This editorial appeared in the Chicago Tribune on Wednesday, Sept. 6.
WASHINGTON dealmaking is so out of fashion that we keep rechecking the facts to make sure we aren't dreaming: President Donald Trump and a fractured Congress have a rare opportunity to come together in order to rescue young immigrants by the hundreds of thousands.
On Tuesday, Trump said he would rescind Deferred Action for Childhood Arrivals, thus undoing President Barack Obama's program that gave protected immigration status to people brought to the U.S. as minors without documentation. But rather than shut down the program outright, setting in motion potential deportations, Trump is rooting for Congress to provide a legislative solution that allows the so-called Dreamers to stay, finish school and work. He's giving lawmakers six months to pass a bill he then would sign.
Putting the onus on Congress is savvy. Trump and other Republicans bristled over DACA because they -- rightly -- saw Obama's implementation of immigration policy via executive order as Obama's overreach of presidential authority. Congress makes the laws, but DACA looks a lot like a president rewriting immigration law to suit the wishes of Democrats. So let's see the Republican-led Congress fix the problem by passing a bill.
There are about 800,000 in the U.S. They didn't choose to violate the law to come here; their parents did. Many of these immigrants have no memory of their native countries.
Some even thought they were U.S. citizens until they applied for a driver's license or student financial aid. It would make no sense to deport people educated at public expense who have worked to become contributing members of society.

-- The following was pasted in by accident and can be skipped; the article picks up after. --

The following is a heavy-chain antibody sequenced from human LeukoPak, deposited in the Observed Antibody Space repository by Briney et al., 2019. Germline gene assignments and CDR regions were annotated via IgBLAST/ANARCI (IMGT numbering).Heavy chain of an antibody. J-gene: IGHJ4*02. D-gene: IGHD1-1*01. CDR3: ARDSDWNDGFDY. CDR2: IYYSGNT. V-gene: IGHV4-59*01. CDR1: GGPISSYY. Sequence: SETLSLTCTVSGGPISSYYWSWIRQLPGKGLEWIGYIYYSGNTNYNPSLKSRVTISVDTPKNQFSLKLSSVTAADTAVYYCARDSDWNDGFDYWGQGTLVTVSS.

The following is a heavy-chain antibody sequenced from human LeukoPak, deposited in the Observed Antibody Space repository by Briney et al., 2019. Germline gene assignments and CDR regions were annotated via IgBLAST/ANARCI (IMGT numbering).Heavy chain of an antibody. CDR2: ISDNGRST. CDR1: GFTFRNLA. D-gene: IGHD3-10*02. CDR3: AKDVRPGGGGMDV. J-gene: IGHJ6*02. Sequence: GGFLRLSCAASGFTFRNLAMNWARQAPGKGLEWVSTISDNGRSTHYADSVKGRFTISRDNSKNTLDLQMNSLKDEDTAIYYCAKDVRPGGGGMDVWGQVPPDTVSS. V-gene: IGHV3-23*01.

DACA, created by Obama in 2012, offered help to those who arrived before age 16. It barred anyone convicted of a felony, a serious misdemeanor or three or more misdemeanors. It required the young people to stay in school or have a high school diploma or GED.
There are enough kind words being said about these young people on both sides of the aisle to imagine Congress making Obama's program the law.
House Speaker Paul Ryan said he didn't want Trump to shut down DACA. Senate Majority Leader Mitch McConnell has sounded sympathetic. Democratic leaders are jawboning for the program.
Business leaders are DACA fans, too: Tim Cook, Apple's CEO, says about 250 Dreamers work for his company, while Microsoft's president says he'd choose DACA legislation over tax reform as a priority.
Trump said in a statement Tuesday he doesn't want to punish these young immigrants, either. But he's caught between what he's advertised as his big heart and his campaign pledge to get tough on illegal immigration. The president took action Tuesday because Texas and other Republican-stronghold states threatened to challenge DACA in the courts. That's a reminder that many Americans are opposed to a softened stance on immigration.
Getting past the opposition -- on Main Street and on Capitol Hill -- won't be easy. Immigration reform has been chewed over by Congress without an outcome. Several versions of what's known as the Dream Act -- the legislative version of DACA -- have kicked around for years. Perhaps, then, the broader circumstances on Capitol Hill can help rally support.
There is other legislation that needs passage this fall, including action to raise the debt ceiling and keep the federal government operating. That presents the opportunity for dealmaking. Perhaps a DACA bill gets attached to a budgetary bill, or one that addresses border security.
Of course if we really start dreaming, we'd imagine the DACA debate leads to comprehensive immigration reform to address the millions of people working and paying taxes here while existing in the shadows.